By the end of Friday the Sierra Avalanche Center had received numerous reports of Tahoe avalanches.
“Perfect Day” leads to many avalanches
Friday started as a perfect winter day. About a foot of new snow fell overnight. In the morning the sky cleared. Then by the end of the day the Sierra Avalanche Center had received many avalanche reports. Some happened naturally but many were caused by skiers and snowboarders.
In the morning the Sierra Avalanche Center posted its forecast. The center stated the obvious – that storm slabs in the new snow were a big concern. They rated the avalanche danger as “considerable,” meaning that skiers and snowboarders were likely to trigger avalanches.
Reports of Tahoe avalanches continued through the weekend. There were no fatalities but multiple people were buried in avalanches. At least one person was seriously injured.
New storm snow problem, different from Utah and Colorado
In the United States avalanches have killed 25 people so far this season, including 18 just in February. The snowpack across the mountain west has been riddled with inherent dangers since the beginning of the winter. In Colorado and Utah those persistent dangers are still playing a role in avalanches. The Sierra Nevada’s snowpack is generally faster to resolve those weaknesses. The avalanches on the holiday weekend were simply from new snow. According to the Sierra Avalanche Center the main issues are things like storm slabs and wind slabs.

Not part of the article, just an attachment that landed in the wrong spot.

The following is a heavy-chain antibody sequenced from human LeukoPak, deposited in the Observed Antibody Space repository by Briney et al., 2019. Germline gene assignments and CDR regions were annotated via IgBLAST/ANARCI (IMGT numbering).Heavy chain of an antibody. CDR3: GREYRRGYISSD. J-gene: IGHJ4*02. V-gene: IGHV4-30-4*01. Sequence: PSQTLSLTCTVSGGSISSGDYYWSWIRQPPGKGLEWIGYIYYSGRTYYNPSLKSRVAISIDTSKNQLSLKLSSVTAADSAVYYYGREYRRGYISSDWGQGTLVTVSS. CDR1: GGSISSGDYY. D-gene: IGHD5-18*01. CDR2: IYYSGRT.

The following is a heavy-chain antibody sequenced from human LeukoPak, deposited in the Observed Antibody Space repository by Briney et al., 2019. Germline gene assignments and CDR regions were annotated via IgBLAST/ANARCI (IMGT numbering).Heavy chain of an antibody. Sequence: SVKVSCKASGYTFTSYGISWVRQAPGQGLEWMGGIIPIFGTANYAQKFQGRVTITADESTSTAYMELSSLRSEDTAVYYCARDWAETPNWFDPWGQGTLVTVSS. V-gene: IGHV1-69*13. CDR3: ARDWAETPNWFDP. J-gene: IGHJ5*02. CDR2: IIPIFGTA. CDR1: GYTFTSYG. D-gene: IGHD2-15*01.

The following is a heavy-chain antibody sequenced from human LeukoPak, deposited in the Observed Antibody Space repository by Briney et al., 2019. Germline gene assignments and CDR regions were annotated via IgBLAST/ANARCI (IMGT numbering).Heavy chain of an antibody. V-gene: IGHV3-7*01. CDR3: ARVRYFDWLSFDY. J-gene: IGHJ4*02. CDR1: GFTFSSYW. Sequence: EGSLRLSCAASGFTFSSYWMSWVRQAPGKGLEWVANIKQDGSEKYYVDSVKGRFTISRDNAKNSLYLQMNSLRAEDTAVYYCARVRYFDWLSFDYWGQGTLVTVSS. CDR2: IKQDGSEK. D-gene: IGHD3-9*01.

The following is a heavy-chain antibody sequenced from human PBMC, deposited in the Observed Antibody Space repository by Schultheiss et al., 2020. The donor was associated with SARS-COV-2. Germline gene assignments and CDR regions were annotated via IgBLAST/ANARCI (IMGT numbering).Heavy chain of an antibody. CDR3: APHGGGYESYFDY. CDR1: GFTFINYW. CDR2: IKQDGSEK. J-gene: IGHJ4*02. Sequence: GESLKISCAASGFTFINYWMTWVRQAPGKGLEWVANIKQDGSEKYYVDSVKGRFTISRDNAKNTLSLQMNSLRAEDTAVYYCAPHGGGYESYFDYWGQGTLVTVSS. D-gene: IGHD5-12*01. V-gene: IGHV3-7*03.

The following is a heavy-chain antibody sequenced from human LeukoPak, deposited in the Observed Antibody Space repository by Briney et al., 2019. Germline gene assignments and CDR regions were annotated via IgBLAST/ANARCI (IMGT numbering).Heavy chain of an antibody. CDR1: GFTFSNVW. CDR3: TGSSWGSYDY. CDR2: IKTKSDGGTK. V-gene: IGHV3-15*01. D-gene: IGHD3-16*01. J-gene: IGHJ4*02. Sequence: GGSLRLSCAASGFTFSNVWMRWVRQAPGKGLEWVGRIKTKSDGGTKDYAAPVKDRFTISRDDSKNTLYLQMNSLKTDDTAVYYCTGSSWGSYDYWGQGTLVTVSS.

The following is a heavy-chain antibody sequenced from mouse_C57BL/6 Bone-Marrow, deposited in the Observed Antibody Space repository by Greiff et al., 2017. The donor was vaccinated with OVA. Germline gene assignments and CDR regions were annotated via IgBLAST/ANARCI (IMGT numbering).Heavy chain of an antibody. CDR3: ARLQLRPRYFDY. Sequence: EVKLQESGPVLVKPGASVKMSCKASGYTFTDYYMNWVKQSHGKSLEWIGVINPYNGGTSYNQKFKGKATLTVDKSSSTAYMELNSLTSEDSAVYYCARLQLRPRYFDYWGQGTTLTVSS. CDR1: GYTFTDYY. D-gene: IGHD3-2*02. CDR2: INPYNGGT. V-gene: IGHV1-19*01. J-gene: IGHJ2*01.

Slew of Tahoe Avalanches
At Castle Peak, atop Donner Summit, a snowboarder jumped off a rock and was engulfed in snow.
Another skier-triggered avalanche near Carson Pass buried a person for about five minutes. The victim survived but had severe injuries.
At Mount Tallac the El Dorado County Sheriff’s Office dispatched a search and rescue team in a helicopter to respond to an avalanche triggered by a group of backcountry skiers. The response ended when authorities confirmed that no one had been caught in the avalanche.
“I would say any time you’re caught in a slide and you walk away, it’s lucky,” said Andrew Oesterreicher, a volunteer and board member with Tahoe Nordic Search and Rescue (TNSAR). “You don’t ever want to rely on that luck.”
An anonymous skier reported an avalanche on Flagpole Peak. After their first run they decided the snowpack was “bomber” and solid. So they skied a more aggressive line next.
“Clearly, it was a stupid mistake getting caught up with powder fever,” the skier reported. A few turns down the line a storm slab of new snow slid down the mountain, along with the skier.
TNSAR didn’t get any calls to respond to incidents over the weekend, Oesterreicher said. If they are dispatched it usually means the situation is tragic.
“The brutal reality is, typically, by the time we’re responding to an avalanche situation, it’s pretty much a recovery at that point,” Oesterreicher said. “Just because it takes our team so long to get to the scene.”
U.S. Forest Service, Sierra Avalanche Center
The Sierra Avalanche Center works to prevent accidents by issuing daily forecasts. The U.S. Forest Service hires three full-time avalanche forecasters who backcountry ski and then write reports. The Sierra Avalanche Center fundraises on behalf of the U.S. Forest Service to cover much of the payroll and related expenses. There are also three part-time paid observers who go skiing to check on conditions.
Due to the pandemic the center lost two fundraising sources they rely on to fund the Forest Service. The loss adds up to about $100,000, which is about a quarter of their annual budget.